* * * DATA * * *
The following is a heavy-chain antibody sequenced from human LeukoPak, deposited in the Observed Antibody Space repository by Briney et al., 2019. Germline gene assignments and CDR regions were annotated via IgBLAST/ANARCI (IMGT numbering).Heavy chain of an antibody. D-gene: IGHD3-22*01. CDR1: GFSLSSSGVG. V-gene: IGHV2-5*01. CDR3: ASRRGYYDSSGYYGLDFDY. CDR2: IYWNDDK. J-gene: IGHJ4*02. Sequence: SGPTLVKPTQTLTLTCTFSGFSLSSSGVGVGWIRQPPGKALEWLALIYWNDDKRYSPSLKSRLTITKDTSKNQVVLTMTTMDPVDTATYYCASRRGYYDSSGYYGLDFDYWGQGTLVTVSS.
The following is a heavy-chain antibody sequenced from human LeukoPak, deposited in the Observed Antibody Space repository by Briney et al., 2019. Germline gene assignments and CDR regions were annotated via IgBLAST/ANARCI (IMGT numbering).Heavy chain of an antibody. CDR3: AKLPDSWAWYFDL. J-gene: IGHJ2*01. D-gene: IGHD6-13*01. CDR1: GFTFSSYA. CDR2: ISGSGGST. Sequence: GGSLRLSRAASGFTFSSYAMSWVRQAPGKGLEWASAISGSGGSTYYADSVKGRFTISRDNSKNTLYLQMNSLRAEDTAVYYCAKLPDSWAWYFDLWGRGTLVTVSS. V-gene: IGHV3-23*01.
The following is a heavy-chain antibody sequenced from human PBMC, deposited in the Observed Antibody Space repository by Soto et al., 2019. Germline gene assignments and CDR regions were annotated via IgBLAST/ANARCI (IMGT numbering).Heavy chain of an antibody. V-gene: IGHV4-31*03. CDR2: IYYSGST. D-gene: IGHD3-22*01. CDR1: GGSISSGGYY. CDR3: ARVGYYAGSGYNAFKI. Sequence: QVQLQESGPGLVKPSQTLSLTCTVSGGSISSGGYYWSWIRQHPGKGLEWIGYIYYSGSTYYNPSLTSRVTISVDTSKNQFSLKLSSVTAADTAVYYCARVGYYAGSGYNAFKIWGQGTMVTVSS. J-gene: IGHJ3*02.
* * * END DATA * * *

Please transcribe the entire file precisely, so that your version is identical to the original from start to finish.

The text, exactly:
The following is a heavy-chain antibody sequenced from human LeukoPak, deposited in the Observed Antibody Space repository by Briney et al., 2019. Germline gene assignments and CDR regions were annotated via IgBLAST/ANARCI (IMGT numbering).Heavy chain of an antibody. D-gene: IGHD3-22*01. CDR1: GFSLSSSGVG. V-gene: IGHV2-5*01. CDR3: ASRRGYYDSSGYYGLDFDY. CDR2: IYWNDDK. J-gene: IGHJ4*02. Sequence: SGPTLVKPTQTLTLTCTFSGFSLSSSGVGVGWIRQPPGKALEWLALIYWNDDKRYSPSLKSRLTITKDTSKNQVVLTMTTMDPVDTATYYCASRRGYYDSSGYYGLDFDYWGQGTLVTVSS.
The following is a heavy-chain antibody sequenced from human LeukoPak, deposited in the Observed Antibody Space repository by Briney et al., 2019. Germline gene assignments and CDR regions were annotated via IgBLAST/ANARCI (IMGT numbering).Heavy chain of an antibody. CDR3: AKLPDSWAWYFDL. J-gene: IGHJ2*01. D-gene: IGHD6-13*01. CDR1: GFTFSSYA. CDR2: ISGSGGST. Sequence: GGSLRLSRAASGFTFSSYAMSWVRQAPGKGLEWASAISGSGGSTYYADSVKGRFTISRDNSKNTLYLQMNSLRAEDTAVYYCAKLPDSWAWYFDLWGRGTLVTVSS. V-gene: IGHV3-23*01.
The following is a heavy-chain antibody sequenced from human PBMC, deposited in the Observed Antibody Space repository by Soto et al., 2019. Germline gene assignments and CDR regions were annotated via IgBLAST/ANARCI (IMGT numbering).Heavy chain of an antibody. V-gene: IGHV4-31*03. CDR2: IYYSGST. D-gene: IGHD3-22*01. CDR1: GGSISSGGYY. CDR3: ARVGYYAGSGYNAFKI. Sequence: QVQLQESGPGLVKPSQTLSLTCTVSGGSISSGGYYWSWIRQHPGKGLEWIGYIYYSGSTYYNPSLTSRVTISVDTSKNQFSLKLSSVTAADTAVYYCARVGYYAGSGYNAFKIWGQGTMVTVSS. J-gene: IGHJ3*02.